God’s Gonna Cut You Down
A Television Review by Akash Singh
NOTE: SPOILERS OCCUR!!!!!!!
In one of Gotham’s best episodes (that’s not saying much, but hey, I’ll take improvement where I can get it), the underground war plot finally begins to move forward in a somewhat logical and consistent manner. Gordon and Bullock try this week to gleam some semblance of competency for the Gotham PD by attempting to capture the Electrocutioner and bring him to justice. They have a time frame of twenty-four hours, a typical ticking bomb device that the show is nevertheless able to use to at the very least decent effect. There is, however, a logical inconsistency that the show continues to lose ahold of, as if it’s afraid to pick anything and stick to it. Think of a child at a pizza place who simply can’t decide what topping to get. He simply continues to fathom for what seems to be days on end. At last he is told that the optimum number of pizza toppings is, let’s say, three. After deciding the three toppings that are pretty great on the pizza, instead he goes for the jugular and selects every topping available at the shop. The result is a less cohesive pizza that simply can’t decide what it wants to be. Is it spicy, sweet, a bit of both? You simply can’t tell because the competing flavors are completely overwhelming the finished product.
That’s a bit like Gotham, if you excuse the messy metaphor. The best example of how much this show needs to grasp the concept is the case of the Electorcutioner himself. Considering how this is a holdover from last week, it brings a sense of forward momentum to the proceeding (even if it ends up being excruciatingly ersatz). He’s an interesting character and one of the few moments of good direction, his opening shot immediately sears itself into memory by becoming one of the best in the show’s history. And then he opens his mouth. There needs to be a conference for the writers of Gotham or something, because so rarely has a character with such an imposing presence and atmosphere said so many idiotic things. It’s supposed to be menacing, but if you start chortling uncontrollably, know that you have sympathizers out there. And the resolution to this entire chase is simply underwhelming. It’s kind of like going on a massive journey towards an awesome destination only to discover that Floo Powder was actually real and you had to suffer through an obnoxious flight for no reason. It’s irritating and supremely deflating.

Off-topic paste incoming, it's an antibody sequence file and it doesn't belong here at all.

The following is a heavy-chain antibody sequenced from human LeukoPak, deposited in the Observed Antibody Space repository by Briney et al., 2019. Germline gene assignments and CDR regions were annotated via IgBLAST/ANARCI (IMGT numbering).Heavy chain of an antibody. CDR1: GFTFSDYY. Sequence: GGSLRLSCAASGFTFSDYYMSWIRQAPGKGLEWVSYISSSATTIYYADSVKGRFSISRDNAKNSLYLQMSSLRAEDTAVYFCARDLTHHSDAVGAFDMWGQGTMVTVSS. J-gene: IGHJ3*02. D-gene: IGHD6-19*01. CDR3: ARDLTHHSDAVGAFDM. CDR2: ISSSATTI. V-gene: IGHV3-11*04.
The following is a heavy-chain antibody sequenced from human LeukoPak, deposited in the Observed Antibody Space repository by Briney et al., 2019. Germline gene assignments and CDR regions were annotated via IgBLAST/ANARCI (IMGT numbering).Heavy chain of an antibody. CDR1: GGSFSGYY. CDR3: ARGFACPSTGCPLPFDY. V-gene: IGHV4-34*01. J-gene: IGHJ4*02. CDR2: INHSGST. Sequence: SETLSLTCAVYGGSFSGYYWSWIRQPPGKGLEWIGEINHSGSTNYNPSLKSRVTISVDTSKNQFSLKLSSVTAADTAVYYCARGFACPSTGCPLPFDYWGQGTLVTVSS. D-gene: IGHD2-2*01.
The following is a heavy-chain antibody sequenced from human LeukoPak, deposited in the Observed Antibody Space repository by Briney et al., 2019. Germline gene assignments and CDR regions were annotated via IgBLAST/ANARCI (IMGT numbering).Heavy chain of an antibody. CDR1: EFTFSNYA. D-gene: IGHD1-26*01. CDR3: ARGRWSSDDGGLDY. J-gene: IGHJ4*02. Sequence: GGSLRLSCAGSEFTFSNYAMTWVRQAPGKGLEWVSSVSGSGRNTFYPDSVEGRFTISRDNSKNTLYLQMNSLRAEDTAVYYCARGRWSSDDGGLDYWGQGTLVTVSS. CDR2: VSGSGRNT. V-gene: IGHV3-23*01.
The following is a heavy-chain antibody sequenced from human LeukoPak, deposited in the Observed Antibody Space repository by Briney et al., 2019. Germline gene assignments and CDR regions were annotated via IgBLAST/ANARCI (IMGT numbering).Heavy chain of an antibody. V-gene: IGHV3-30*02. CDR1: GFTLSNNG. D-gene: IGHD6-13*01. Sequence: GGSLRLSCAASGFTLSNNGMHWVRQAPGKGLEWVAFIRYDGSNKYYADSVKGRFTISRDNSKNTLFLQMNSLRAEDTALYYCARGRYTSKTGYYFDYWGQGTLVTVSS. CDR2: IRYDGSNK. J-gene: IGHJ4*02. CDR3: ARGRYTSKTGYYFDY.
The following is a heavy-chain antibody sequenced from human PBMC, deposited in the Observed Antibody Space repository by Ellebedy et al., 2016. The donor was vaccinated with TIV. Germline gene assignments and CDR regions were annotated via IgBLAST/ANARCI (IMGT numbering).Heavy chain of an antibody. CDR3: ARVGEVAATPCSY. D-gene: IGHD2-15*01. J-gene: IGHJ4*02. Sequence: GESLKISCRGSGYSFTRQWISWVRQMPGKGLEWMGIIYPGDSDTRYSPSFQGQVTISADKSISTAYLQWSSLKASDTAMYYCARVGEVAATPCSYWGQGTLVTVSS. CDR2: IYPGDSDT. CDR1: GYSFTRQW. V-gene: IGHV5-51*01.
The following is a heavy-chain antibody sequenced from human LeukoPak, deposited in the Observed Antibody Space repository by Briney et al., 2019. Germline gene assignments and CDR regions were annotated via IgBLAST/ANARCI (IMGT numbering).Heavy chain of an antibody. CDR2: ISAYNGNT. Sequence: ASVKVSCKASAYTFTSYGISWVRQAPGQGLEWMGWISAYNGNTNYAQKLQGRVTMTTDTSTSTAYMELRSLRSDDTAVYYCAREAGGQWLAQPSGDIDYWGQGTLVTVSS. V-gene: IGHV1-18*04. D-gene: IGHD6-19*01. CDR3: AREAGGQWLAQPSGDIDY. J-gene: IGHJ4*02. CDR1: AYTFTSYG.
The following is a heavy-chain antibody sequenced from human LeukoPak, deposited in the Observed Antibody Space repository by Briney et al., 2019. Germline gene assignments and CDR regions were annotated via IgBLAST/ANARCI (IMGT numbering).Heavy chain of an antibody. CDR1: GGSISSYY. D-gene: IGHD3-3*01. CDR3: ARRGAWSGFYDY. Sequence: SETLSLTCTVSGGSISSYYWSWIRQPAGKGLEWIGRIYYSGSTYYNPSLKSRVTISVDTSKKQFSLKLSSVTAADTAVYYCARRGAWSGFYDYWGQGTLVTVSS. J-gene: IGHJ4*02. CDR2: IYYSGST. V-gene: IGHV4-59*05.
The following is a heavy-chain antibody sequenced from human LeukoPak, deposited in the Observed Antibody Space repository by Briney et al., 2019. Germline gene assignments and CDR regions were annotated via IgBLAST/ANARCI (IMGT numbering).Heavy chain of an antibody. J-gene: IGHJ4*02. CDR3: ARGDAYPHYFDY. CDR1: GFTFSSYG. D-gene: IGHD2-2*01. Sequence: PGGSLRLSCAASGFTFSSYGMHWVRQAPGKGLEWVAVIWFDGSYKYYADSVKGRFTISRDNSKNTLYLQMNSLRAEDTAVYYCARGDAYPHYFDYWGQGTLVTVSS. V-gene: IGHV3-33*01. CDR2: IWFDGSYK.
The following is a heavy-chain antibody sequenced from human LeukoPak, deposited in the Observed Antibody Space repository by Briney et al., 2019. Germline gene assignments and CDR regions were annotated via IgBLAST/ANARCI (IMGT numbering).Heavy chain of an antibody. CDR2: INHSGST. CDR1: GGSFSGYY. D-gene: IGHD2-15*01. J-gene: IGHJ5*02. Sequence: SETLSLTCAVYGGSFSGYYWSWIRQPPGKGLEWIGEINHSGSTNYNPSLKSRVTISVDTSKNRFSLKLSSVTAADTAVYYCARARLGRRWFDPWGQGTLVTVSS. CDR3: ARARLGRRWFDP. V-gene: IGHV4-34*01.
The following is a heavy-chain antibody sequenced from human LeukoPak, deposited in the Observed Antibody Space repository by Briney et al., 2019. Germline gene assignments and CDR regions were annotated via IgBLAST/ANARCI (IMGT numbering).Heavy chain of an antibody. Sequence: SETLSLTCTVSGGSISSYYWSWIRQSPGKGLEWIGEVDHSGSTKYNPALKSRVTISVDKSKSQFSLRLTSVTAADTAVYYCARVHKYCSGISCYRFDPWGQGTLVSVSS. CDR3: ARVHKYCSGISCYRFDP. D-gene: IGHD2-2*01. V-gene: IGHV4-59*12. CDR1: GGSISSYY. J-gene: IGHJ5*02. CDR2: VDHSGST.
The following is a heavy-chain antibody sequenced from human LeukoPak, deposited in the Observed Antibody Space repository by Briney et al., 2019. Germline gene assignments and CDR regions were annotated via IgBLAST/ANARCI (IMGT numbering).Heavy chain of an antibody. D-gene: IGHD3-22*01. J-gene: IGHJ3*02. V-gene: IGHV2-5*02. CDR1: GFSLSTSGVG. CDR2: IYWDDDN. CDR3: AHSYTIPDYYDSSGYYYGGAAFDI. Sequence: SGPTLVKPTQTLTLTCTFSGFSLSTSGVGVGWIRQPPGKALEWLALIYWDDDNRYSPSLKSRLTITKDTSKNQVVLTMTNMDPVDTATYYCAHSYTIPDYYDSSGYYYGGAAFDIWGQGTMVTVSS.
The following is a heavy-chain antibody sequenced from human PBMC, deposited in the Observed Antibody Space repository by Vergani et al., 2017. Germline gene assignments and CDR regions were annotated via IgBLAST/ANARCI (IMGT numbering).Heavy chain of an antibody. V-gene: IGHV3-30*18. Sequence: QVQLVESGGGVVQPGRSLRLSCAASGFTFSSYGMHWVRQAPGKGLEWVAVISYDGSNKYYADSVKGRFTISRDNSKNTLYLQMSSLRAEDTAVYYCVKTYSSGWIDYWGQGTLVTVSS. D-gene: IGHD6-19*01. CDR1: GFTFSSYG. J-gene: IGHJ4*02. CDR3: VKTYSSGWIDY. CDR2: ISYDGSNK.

Cobblepot, Mooney, and Falcone form what is easily the show’s most delicious and enticing dynamic. There’s a sultry display of fireworks every time one of those wonderful scenes involving them that makes just about everything else on this show look supremely lackluster in comparison. The writing for these characters is so much sharper that the mere mention of any of those names between the three manages to ruffle up enough tension to almost forgive all of the other irritations this show offers on a regular basis. The strongest performances lie here, embedded within the darkened labyrinths of Gotham’s nefarious tunnels. The stakes are palpable, so even when the vaguely stupid subplot with Lisa reaches its foregone, ugly conclusion, the episode milks a surprising amount of effective suspense from it. It’s as if there’s an entirely different unit within this show that collaborates on this segment, able to provide the sharp storytelling this show deserves and requires. As it is, I can’t recall a development on this nearly as thrilling as Mooney being captured by Falcone. Bring on next week.
Title: What The Little Bird Told Him
Written By: Ben Edlund
Directed By: Eagle Egilsson
Image Courtesy: Critic Too